When we asked the students if they wanted to be a scientist, only one of them put their hand up. Through follow-up discussions, it became clear that the students had a narrow perception of what science was and hadn’t linked it to their career aspirations.
With further prompting, the students realised that doctors and engineers also use science skills and that even football players need to have an awareness of science through nutrition and physical education. These connections and learning would not have been made through a written questionnaire alone — conversations help to broaden student thinking and understanding.
There is no doubt that conversations are an effective tool when it comes to teaching STEAM concepts. They allow learners to share their ideas, ask questions and build understanding. It is important to consider the different ways in which people communicate, such as through talanoa and with visual or non-verbal cues, and how this can be used to make content relevant and specific to each learner.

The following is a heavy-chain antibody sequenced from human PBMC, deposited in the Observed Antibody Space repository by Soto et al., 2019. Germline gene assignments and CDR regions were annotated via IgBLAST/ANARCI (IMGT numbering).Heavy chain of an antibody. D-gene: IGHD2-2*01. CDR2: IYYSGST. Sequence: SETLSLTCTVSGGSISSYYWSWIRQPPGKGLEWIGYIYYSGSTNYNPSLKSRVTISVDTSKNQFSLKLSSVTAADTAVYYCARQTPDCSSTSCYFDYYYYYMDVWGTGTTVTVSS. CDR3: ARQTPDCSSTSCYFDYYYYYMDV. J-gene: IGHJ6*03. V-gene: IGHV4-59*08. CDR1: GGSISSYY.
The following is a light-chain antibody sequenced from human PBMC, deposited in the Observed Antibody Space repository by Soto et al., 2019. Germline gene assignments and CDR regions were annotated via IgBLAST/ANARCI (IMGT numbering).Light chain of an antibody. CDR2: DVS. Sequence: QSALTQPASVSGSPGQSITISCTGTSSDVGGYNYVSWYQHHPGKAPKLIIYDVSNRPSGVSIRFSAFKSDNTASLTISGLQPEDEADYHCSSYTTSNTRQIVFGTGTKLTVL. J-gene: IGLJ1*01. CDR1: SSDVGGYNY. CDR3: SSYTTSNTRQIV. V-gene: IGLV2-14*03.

Conversations can also be a useful tool for evaluating the learning outcomes from a STEAM project. Its reciprocal process invites follow-up questions, back and forth, which engages students and teachers in deeper reflection.
Through these qualitative outcomes assessments, we have identified how important it is for teachers to connect context-specific learning to science skills and careers and the value of collaborative, explorative teaching for engaging young people in STEAM.
Contact the STEM team to find out more about how Te Hononga Akoranga COMET can support you with evaluating the effectiveness of your STEAM engagement initiative.